[CrossRef]

1995 (1)

1993 (2)

1992 (1)

A. M. Weiner, D. E. Leaird, J. S. Patel, and J. R. Wullert II, “Programmable shaping of femtosecond optical pulses by use of 128-element liquid-crystal phase modulator,” IEEE J. Quantum Electron. 28, 908–919 (1992).
[CrossRef]

Beach, N. M.

da Silva, V.

Dorrer, C.

Efimov, A.

Fermann, M. E.

Huignard, J.-P.

Krause, J. L.

Leaird, D. E.

A. M. Weiner, D. E. Leaird, J. S. Patel, and J. R. Wullert II, “Programmable shaping of femtosecond optical pulses by use of 128-element liquid-crystal phase modulator,” IEEE J. Quantum Electron. 28, 908–919 (1992).
[CrossRef]

Mahoney, K. M.

K. M. Mahoney and A. M. Weiner, “A femtosecond pulse-shaping apparatus containing microlens arrays for use with pixellated spatial light modulators,” IEEE J. Quantum Electron. 32, 2071–2077 (1996).
[CrossRef]

Moores, M. D.

Nelson, K. A.

Patel, J. S.

A. M. Weiner, D. E. Leaird, J. S. Patel, and J. R. Wullert II, “Programmable shaping of femtosecond optical pulses by use of 128-element liquid-crystal phase modulator,” IEEE J. Quantum Electron. 28, 908–919 (1992).
[CrossRef]

Reitze, D. H.

Salin, F.

Silberberg, Y.

Smith, D. A.

Tournois, P.

P. Tournois, “Acousto-optic programmable dispersive filter for adaptive compensation of group delay time dispersion in laser systems,” Opt. Commun. 140, 245–249 (1997).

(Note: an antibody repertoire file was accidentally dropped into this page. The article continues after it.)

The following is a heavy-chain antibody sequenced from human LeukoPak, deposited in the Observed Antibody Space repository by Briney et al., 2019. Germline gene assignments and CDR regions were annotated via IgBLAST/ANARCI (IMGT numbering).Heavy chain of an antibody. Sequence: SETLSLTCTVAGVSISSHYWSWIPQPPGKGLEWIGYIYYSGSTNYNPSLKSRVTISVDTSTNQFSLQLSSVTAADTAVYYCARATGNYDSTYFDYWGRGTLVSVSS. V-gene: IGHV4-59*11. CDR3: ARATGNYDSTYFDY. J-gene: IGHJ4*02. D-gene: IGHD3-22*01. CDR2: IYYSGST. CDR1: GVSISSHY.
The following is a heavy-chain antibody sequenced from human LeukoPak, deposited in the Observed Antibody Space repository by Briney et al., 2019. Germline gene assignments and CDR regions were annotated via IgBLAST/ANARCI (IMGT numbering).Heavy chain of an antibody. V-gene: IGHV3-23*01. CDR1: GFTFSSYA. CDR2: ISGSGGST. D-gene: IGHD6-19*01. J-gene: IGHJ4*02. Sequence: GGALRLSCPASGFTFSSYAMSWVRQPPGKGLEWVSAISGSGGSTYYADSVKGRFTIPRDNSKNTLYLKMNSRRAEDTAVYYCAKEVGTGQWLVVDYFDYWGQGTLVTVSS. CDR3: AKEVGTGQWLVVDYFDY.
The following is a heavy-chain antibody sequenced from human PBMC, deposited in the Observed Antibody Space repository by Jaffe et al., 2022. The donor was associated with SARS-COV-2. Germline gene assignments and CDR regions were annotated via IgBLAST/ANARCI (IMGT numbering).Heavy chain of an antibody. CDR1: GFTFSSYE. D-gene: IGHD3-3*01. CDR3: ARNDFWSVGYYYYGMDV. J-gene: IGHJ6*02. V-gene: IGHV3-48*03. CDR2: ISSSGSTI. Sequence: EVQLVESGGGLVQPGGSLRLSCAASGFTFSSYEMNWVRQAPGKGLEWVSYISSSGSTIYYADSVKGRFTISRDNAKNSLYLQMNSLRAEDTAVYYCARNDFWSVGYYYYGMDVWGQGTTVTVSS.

[CrossRef]

Verluise, F.

Wefers, M. A.

Weiner, A. M.

K. M. Mahoney and A. M. Weiner, “A femtosecond pulse-shaping apparatus containing microlens arrays for use with pixellated spatial light modulators,” IEEE J. Quantum Electron. 32, 2071–2077 (1996).
[CrossRef]

M. E. Fermann, V. da Silva, D. A. Smith, Y. Silberberg, and A. M. Weiner, “Shaping of ultrashort optical pulses by using an integrated acousto-optic tunable filter,” Opt. Lett. 18, 1505–1507 (1993).
[CrossRef] [PubMed]

A. M. Weiner, D. E. Leaird, J. S. Patel, and J. R. Wullert II, “Programmable shaping of femtosecond optical pulses by use of 128-element liquid-crystal phase modulator,” IEEE J. Quantum Electron. 28, 908–919 (1992).
[CrossRef]

Wullert II, J. R.

A. M. Weiner, D. E. Leaird, J. S. Patel, and J. R. Wullert II, “Programmable shaping of femtosecond optical pulses by use of 128-element liquid-crystal phase modulator,” IEEE J. Quantum Electron. 28, 908–919 (1992).
[CrossRef]

IEEE J. Quantum Electron. (2)

K. M. Mahoney and A. M. Weiner, “A femtosecond pulse-shaping apparatus containing microlens arrays for use with pixellated spatial light modulators,” IEEE J. Quantum Electron. 32, 2071–2077 (1996).
[CrossRef]

A. M. Weiner, D. E. Leaird, J. S. Patel, and J. R. Wullert II, “Programmable shaping of femtosecond optical pulses by use of 128-element liquid-crystal phase modulator,” IEEE J. Quantum Electron. 28, 908–919 (1992).
[CrossRef]

J. Opt. Soc. Am. B (1)

Opt. Commun. (1)

P. Tournois, “Acousto-optic programmable dispersive filter for adaptive compensation of group delay time dispersion in laser systems,” Opt. Commun. 140, 245–249 (1997).
[CrossRef]

Opt. Lett. (4)

Other (4)

A. Yariv and P. Yeh, Optical Waves in Crystals (Wiley, New York, 1984).

F. Verluise, V. Laude, J.-P. Huignard, and P. Tournois, “Design of an improved acousto-optic programmable dispersive filter,” in Conference on Lasers and Electro-Optics (CLEO/U.S.), Vol. 6 of 1998 OSA Technical Digest Series (Optical Society of America, Washington D.C., 1998), p. 99.